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Multiemployer Pension Plans: Section 1405 – Limitation on Withdrawal Liability

Executive Summary: In a recent decision involving a withdrawal liability assessment by a multiemployer pension plan, an arbitrator reduced the assessment by approximately 50 percent and ruled in favor of the employer on several significant legal issues.

ACA Replacement Bills Encounter Beltway Traffic

Since its enactment in 2010, Republicans in Congress have made numerous attempts to repeal the Affordable Care Act ("ACA"), with little success beyond modest tweaks that garnered bipartisan support (such as delaying the "Cadillac Tax"). With Republicans in control of both houses of Congress and the White House, comprehensive changes are a given, though the substance and timing of the changes remain open questions.

Church Plan Cases: Federal Agencies Finally Speak

As many of you know, currently pending before the Supreme Court are consolidated cases from the Third, Seventh, and Ninth Circuits holding that, for religiously affiliated employers, employee benefits plans must initially be established by a church for the plans to be exempt from ERISA as “church plans.”

Rubber, Meet Road: The Arduous Task of Translating Campaign-Talk into Action to Repeal (and Replace?) Obamacare

The creation and implementation of the Patient Protection and Affordable Care Act (ACA or Obamacare) was a long, strange trip beset throughout by policy disagreements, shifting political winds, backroom legislative dealings, unexpected costs, legal challenges, and public relations fiascos. It should then come as no surprise that the Trump administration and the new Congress have experienced a similarly bumpy ride thus far in their efforts to dismantle the ACA.

President Trump Signs Executive Order on Affordable Care Act

Executive Summary: On Friday January 20, 2017, President Trump signed an executive order titled “Minimizing the Economic Burden of the Patient Protection and Affordable Care Act Pending Repeal.” The Order directs the Secretary of Health and Human Services (HHS) and the heads of all other executive departments and agencies (e.g., Treasury, DOL, Health and Human Services, etc.) to take all actions consistent with law to waive, defer, or delay the implementation of any provision or requirement of the Affordable Care Act (ACA) that would impose a financial (fee, tax, penalty) or regulatory burden on states, individuals, families, healthcare providers, and/or health insurers. The order also encouraged the development of a free and open market in interstate commerce for the offering of healthcare services and health insurance.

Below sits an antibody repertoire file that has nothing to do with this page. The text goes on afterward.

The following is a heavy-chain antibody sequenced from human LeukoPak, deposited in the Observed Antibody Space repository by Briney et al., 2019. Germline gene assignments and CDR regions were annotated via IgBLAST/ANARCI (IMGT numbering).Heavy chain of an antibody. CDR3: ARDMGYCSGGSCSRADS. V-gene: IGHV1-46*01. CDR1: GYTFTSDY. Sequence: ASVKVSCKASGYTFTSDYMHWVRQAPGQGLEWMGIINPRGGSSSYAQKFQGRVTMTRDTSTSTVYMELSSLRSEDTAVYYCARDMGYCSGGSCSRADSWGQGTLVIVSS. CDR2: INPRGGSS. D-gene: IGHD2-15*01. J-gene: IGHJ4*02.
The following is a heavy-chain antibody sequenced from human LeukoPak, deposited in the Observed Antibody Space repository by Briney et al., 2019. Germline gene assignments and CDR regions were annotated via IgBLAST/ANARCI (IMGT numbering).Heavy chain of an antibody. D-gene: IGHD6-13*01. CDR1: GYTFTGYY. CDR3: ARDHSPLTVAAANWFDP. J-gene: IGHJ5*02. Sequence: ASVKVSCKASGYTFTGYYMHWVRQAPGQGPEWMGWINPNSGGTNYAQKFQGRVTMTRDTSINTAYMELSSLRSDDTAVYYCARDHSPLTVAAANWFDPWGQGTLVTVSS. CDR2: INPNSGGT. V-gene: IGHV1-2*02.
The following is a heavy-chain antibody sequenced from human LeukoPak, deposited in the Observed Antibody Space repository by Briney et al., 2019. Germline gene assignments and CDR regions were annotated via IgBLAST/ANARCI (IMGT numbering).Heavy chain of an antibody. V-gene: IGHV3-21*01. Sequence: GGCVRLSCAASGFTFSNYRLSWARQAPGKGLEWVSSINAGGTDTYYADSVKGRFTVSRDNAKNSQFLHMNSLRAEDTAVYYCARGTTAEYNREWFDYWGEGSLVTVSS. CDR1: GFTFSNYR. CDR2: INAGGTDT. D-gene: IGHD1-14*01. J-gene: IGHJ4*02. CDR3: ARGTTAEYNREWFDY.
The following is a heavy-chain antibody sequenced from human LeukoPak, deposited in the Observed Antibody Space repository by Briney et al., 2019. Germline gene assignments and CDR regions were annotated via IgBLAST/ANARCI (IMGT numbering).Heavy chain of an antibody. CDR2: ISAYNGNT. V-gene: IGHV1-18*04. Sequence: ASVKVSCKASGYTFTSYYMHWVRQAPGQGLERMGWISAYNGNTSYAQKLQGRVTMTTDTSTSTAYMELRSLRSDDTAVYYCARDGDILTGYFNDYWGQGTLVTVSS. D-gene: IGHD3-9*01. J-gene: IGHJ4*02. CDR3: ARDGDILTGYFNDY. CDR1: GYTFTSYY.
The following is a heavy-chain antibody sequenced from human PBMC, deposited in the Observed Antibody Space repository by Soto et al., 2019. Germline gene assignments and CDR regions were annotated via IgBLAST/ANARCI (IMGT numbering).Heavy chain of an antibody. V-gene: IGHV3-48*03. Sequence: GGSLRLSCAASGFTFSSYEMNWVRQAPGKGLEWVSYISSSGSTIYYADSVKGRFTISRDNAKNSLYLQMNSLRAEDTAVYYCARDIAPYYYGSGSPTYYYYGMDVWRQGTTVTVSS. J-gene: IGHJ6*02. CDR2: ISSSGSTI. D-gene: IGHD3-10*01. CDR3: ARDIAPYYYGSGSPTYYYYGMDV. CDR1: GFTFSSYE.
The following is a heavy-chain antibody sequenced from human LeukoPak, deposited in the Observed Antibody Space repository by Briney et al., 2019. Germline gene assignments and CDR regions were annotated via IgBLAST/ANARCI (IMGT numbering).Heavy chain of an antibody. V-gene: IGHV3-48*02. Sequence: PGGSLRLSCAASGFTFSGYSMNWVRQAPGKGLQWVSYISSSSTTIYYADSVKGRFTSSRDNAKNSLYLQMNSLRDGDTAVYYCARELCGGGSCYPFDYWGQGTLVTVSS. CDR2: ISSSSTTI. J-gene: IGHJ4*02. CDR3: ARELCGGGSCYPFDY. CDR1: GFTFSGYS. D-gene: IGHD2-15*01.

Employee Benefits Newsletter – Winter 2017

HHS and ACA Enforcement under the Influence of a Trump Administration. A summary of some of the essential facts about enforcement of the Affordable Care Act by the Department of Health and Human Services.

New Administration Orders Freeze of Pending Regulations, Takes Aim at the Affordable Care Act

One of the first acts of the new Administration on Inauguration Day was to issue a memorandum putting the brakes—at least temporarily—on federal regulations that have not yet taken effect, and to release an executive order authorizing agencies and departments to "minimize the unwarranted economic and regulatory burdens" of the Affordable Care Act. These two actions are the first of several presidential orders and memoranda expected in the days and weeks to come.

Affordable Care Act is Target of Trump Executive Order on Inauguration Day

In one of his first actions in office, President Donald Trump signed an Executive Order to “Minimize the Economic Burden of the Patient Protection and Affordable Care Act Pending Repeal.” In a few short paragraphs, President Trump has given a very broad directive to federal agency heads, including the Department of Health and Human Services, to take steps to grant waivers, exemptions, and delay provisions of the ACA that impose costs on states or individuals.

Failure to Notify Individuals and Media About HIPAA Breach Within 60 Days Proves Costly

An Illinois-based health care employer has agreed to pay the federal government $475,000 to settle claims that it failed to provide notification about a breach of protected health information (PHI) within 60 days of discovering the breach, as the Health Insurance Portability and Accountability Act (HIPAA) requires.

January 20, 2017; A Historical Day

This is another article in our series addressing the continued deterioration and downward spiral of multi-employer defined benefit pension funds and the resulting impact upon participants, unions and most importantly on employers.